On Monday, Sen. Dick Durbin (D-IL), a long-time advocate of the DREAM Act, strongly rebuked a GOP witness for opposing a pathway to citizenship for young immigrants brought into the country illegally by their parents. The witness, Kansas Secretary of State Kris Kobach, rose to prominence for advising Mitt Romney’s “self-deportation” immigration policy during the 2012 presidential campaign and is the architect of both Arizona’s infamous “show your papers” law (SB 1070) and the Republican Party’s harsh immigration platform.
Speaking at the Senate Judiciary Committee’s hearing, Kobach insisted that DREAM eligible applicants, many of whom have lived in the United States for most of their lives, should not be rewarded for the “sins of their parents.” Instead, DREAMers should go back to their parents’ country of origin, Kobach said, and “get in line with the rest of their countrymen.”
“That just defies basic compassion,” Durbin shot back, pointing to to Gabby Pacheco, an undocumented immigrant brought to America at the age of eight from Ecuador, who was testifying alongside Kobach. “She’s never known any other country,” Durbin explained, “this is her home.” Watch it:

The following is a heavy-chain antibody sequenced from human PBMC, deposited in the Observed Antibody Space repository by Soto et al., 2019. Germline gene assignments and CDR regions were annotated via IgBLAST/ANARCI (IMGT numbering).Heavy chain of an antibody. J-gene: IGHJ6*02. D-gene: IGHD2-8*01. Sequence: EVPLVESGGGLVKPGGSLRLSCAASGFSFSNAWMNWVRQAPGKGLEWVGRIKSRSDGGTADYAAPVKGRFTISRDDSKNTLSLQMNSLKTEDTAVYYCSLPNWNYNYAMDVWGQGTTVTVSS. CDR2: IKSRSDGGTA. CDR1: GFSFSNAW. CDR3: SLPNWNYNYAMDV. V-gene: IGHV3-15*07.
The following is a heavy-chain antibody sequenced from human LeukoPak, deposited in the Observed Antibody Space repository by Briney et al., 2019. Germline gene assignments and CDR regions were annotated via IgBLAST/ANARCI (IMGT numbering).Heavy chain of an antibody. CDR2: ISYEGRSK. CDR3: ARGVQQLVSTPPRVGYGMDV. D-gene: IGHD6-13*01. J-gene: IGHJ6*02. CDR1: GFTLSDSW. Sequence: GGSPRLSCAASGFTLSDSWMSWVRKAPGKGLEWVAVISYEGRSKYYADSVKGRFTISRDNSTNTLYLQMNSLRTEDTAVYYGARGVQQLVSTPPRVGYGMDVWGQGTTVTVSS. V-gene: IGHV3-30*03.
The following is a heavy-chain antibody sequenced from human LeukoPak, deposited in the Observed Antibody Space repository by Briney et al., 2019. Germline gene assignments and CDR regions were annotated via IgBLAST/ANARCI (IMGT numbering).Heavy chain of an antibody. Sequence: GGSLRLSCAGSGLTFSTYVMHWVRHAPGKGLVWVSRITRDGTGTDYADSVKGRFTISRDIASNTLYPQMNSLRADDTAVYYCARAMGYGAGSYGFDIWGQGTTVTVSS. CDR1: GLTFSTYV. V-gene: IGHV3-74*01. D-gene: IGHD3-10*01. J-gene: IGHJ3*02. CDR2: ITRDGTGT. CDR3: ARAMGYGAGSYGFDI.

Kobach responded by reviving self-deportation, arguing that “if you ratchet up the penalties for violating the law, people choose to leave.”
But Durbin predicted that the momentum has shifted from deportation to reform after the 2012 election. “Ultimately the voters have the last word. The voters had the last word on self-deportation on Nov. 6, so we’re beyond that now,” he said.
Under the bill introduced by the Senate’s so-called Gang of 8, individuals in DREAM Act Status can receive their green cards in 5 years and will be eligible for citizenship immediately after. The status only applies to students who entered the U.S. at age 15 or younger and have lived in the the country for at least five years.
Later in the hearing, Kobach argued that “declining to remove an unlawfully present alien is actually amnesty-plus, because — if you liken it to theft — you’re given the person what he is taken, namely presence in the United States. He’s taken it unlawfully, so you’re not only declined to punish, but you also allow him to have what he has taken.”